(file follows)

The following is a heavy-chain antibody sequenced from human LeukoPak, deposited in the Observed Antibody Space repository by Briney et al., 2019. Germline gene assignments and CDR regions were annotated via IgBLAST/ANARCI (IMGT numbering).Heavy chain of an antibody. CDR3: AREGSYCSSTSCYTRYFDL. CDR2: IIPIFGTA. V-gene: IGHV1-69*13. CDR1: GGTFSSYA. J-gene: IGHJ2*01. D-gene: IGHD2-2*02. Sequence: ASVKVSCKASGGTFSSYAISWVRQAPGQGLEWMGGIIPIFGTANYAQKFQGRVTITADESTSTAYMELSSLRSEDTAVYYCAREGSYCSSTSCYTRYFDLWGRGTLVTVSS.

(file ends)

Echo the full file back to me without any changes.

The following is a heavy-chain antibody sequenced from human LeukoPak, deposited in the Observed Antibody Space repository by Briney et al., 2019. Germline gene assignments and CDR regions were annotated via IgBLAST/ANARCI (IMGT numbering).Heavy chain of an antibody. CDR3: AREGSYCSSTSCYTRYFDL. CDR2: IIPIFGTA. V-gene: IGHV1-69*13. CDR1: GGTFSSYA. J-gene: IGHJ2*01. D-gene: IGHD2-2*02. Sequence: ASVKVSCKASGGTFSSYAISWVRQAPGQGLEWMGGIIPIFGTANYAQKFQGRVTITADESTSTAYMELSSLRSEDTAVYYCAREGSYCSSTSCYTRYFDLWGRGTLVTVSS.